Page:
The United States Environmental Protection Agency South Florida Ecosystem Assessment Project is an innovative, long-term research, monitoring and assessment effort. Its goal is to provide timely scientific information that is critical for management decisions on the Everglades ecosystem and its restoration. The purpose of this report is to document 1993 to 1996 baseline conditions in the Everglades and Big Cypress prior to ecosystem restoration efforts. The project is unique to South Florida in two aspects: (1) its probability-based sampling approach permits quantitative statements about ecosystem health; and (2) its extensive spatial coverage and sampling intensity are unprecedented.
- contributes to the Comprehensive Everglades Restoration Plan by quantifying pre-restoration conditions in three physiographic regions: Everglades ridge and slough; marl prairie/rocky glades; and Big Cypress Swamp.
- provides information on four groups of Everglades restoration success indicators: water column, soils and sediments, vegetation, and fishes.
- provides a baseline against which future conditions can be compared and the effectiveness of restoration efforts can be gauged.
- assesses the effects and potential risks of multiple environmental stresses on the Everglades ecosystem such as water management, soil loss, water quality degradation, habitat loss, and mercury contamination.
- provides unbiased estimates of ecosystem health with known confidence limits, while allowing one to differentiate between seasonality and inter-annual variability versus the effects of restoration efforts.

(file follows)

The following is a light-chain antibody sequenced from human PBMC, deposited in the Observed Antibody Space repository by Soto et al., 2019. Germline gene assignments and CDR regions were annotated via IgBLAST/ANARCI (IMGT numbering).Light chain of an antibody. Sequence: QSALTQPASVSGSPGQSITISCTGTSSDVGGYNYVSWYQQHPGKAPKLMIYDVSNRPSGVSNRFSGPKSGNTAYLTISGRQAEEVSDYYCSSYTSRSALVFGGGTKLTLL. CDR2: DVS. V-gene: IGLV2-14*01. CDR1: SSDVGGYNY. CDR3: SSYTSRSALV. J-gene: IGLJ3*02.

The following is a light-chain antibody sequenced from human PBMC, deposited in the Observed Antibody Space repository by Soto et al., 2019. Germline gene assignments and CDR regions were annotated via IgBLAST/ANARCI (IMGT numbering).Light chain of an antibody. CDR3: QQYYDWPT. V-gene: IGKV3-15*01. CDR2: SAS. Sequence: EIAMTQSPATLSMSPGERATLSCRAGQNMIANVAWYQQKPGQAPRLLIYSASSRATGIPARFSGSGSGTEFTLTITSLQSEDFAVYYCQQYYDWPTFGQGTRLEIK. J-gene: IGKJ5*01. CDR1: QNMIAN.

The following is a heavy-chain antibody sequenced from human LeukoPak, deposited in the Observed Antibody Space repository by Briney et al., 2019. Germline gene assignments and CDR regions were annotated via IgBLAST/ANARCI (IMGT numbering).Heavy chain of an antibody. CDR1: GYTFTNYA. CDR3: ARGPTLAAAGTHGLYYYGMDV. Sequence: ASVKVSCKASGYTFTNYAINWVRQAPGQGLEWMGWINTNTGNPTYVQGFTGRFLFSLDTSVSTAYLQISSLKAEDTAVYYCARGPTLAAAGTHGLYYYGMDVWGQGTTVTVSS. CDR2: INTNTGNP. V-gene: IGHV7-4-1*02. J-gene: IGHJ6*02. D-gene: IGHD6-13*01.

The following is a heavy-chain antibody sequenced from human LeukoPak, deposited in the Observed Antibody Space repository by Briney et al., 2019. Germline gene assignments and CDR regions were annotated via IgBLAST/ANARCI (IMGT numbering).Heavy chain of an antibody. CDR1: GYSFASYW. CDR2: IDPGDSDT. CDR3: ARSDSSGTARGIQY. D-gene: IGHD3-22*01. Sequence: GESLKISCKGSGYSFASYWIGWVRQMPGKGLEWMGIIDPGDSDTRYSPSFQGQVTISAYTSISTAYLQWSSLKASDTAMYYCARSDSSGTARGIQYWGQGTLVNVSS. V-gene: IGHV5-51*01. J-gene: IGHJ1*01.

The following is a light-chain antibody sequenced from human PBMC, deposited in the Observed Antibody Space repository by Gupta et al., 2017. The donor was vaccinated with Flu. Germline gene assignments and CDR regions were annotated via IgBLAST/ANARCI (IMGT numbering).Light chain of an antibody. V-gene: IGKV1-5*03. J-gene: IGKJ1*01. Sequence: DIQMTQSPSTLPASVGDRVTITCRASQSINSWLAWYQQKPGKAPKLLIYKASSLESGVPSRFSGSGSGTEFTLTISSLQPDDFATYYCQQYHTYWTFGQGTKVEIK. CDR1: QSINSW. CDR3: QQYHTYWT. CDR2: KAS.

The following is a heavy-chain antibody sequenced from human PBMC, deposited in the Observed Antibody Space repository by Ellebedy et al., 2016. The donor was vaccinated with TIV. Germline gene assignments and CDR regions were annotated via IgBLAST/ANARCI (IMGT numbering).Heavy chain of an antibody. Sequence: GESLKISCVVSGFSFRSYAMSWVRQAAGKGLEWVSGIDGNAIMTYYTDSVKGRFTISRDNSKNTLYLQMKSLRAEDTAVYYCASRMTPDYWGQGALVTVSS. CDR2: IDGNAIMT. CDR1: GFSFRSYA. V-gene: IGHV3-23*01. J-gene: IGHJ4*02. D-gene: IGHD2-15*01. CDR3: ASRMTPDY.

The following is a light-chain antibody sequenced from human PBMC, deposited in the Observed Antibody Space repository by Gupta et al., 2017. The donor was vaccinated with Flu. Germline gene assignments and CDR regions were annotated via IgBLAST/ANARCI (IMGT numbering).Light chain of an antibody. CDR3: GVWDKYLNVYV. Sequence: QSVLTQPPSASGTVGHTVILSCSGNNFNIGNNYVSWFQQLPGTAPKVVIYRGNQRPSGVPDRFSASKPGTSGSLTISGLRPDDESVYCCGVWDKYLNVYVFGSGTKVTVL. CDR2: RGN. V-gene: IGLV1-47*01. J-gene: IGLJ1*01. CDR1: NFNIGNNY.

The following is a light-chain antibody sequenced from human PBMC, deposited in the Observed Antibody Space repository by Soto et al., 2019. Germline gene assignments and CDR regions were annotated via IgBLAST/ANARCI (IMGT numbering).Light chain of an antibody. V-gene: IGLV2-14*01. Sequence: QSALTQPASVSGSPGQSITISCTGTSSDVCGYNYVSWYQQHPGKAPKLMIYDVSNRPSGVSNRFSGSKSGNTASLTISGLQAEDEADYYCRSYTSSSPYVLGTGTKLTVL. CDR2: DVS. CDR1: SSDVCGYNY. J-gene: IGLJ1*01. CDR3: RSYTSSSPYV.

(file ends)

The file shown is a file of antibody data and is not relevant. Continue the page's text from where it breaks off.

- provides data with multiple applications: updating and calibrating surface water management models; updating models that predict periphyton or vegetation changes in response to phosphorus enrichment or phosphorus control; developing empirical models in order to better understand interrelationships among mercury, sulfur, phosphorus, and carbon; developing water quality standards to protect fish and wildlife.
Samples were collected from the freshwater portion of the Everglades and Big Cypress. From 1993 to 1996 surface water, soil or sediment, periphyton, and mosquitofish were sampled from about 200 canal locations and over 500 marsh locations. These samples represent the ecological condition in over 750 miles of canals and over 3,000 square miles of freshwater marsh. A second phase of sampling, conducted in 1999 at about 250 marsh locations, is summarized in companion reports.
- Pronounced water quality gradients: Water discharged from Everglades Agricultural Area canals is loading the public Everglades with excess phosphorus, carbon, and sulfur. Concentrations progressively decrease downstream.
- Canals are a conduit for pollutant transport: The canal system is an effective conduit for the transport of degraded water into and through the Everglades marsh system. Water management affects water quality. Downstream water quality would be improved if delivery canals were eliminated or if they were operated to maximize surface water sheetflow and the diluting influence of rainfall and cleaner marsh water.